Position-specific coaching can be a powerful tool in player development. It enables us to add new dimensions to our activities, familiarise players with the distinct challenges posed by different positions, and help them work on individual areas of development within the wider context of a team practice. Below, we examine the fundamentals of position-specific coaching, and how we can successfully embrace it within our sessions.
In This Article
- Utilising Position-Specific Coaching
- Ensuring Player Engagement
- The Individual Component
- Position-Specific Coaching: The Key Points
Utilising Position-Specific Coaching
Position-specific coaching can provide great opportunities to work on individual areas of learning with our players — but it’s vital that we place this approach within the wider context of our team’s practice.
“The key is focusing on one area — for example, midfielders — but ensuring that the others within that session (such as defenders and attackers) are also engaged,” explains James Coutts, Coaching Advisor at PDP. “You can do this by adding layers to your practice. For instance, if you’re working with midfielders on getting the ball out wide, you could talk to them before the session and give them a couple of extra challenges based on that outcome.”
“The defenders and attackers never disappear,” adds PDP Co-Founder Dave Wright. “This is an invasion game based on interactions between players, so we can’t take a reductionist view and decide that, this week, we’ll only work with midfielders.
“When doing position-specific work, it might help to think of primary, secondary, and tertiary players. For example, your number 8 in midfield might be your primary player; the secondary players could be the wingers alongside them; and your tertiary player could be the goalkeeper. They all still have a relationship — we’re just shining a light on particular players at certain times.”
Ensuring Player Engagement
Engaging all of the players within a position-specific practice requires careful planning. “I always attach challenges to players who aren’t involved in the primary element,” says Coutts. “For example, in a practice focussing on wingers and crossing, I might create a competition to score the most goals between the strikers, and challenge the defenders to win the ball back and transition into attack.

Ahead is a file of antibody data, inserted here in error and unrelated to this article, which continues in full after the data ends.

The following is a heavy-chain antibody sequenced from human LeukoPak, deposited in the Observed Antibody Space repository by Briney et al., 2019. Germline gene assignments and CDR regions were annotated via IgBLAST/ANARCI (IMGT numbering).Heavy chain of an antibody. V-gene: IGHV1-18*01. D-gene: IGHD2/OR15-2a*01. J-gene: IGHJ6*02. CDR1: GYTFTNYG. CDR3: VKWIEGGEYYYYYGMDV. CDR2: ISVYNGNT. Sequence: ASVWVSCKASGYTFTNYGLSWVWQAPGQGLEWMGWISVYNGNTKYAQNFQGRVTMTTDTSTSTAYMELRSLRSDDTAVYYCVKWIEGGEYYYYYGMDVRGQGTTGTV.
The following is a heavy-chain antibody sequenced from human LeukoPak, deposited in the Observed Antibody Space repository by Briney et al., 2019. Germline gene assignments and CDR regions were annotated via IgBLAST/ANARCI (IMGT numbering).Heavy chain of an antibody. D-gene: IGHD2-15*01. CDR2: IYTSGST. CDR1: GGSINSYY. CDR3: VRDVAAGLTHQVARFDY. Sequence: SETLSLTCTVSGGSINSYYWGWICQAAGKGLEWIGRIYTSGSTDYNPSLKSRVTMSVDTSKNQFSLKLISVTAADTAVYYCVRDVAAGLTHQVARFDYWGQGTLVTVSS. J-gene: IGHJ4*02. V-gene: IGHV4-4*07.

“These constant challenges — and letting players know that everyone will have a turn being the main focus in the sessions to come — are key to making individuals feel valued.”
The Individual Component
According to Wright, it’s vital that we consider our players’ developmental needs when adopting a position-specific approach: “Take the example of a winger who’s a great dribbler,” he explains. “Maybe we want them to work on passing forward, so we play them at fullback, where the game is in front of them. There can be great opportunities to combine a positional focus with a player’s individual development plan.”
“Context is also crucial,” adds Coutts. “Accounting for things like a player’s age and where they are in their developmental journey, and understanding why we’re doing something, is vital. If players aren’t ready for position-specific work yet, that’s okay. And if they are, our approach should be tailored to their needs, both collectively and individually.
“As in all aspects of coaching, we must always understand the ‘why’ behind our actions.”
Position-Specific Coaching: The Key Points
- Position-specific coaching is a great tool for helping individuals develop particular areas of their game.
- We must ensure that all of our players feel valued — not just those who are the primary focus of our practice.
- Additional challenges provide an effective way to engage all of our players.
- It’s vital that we account for the context around our players and understand the purpose behind our practices.
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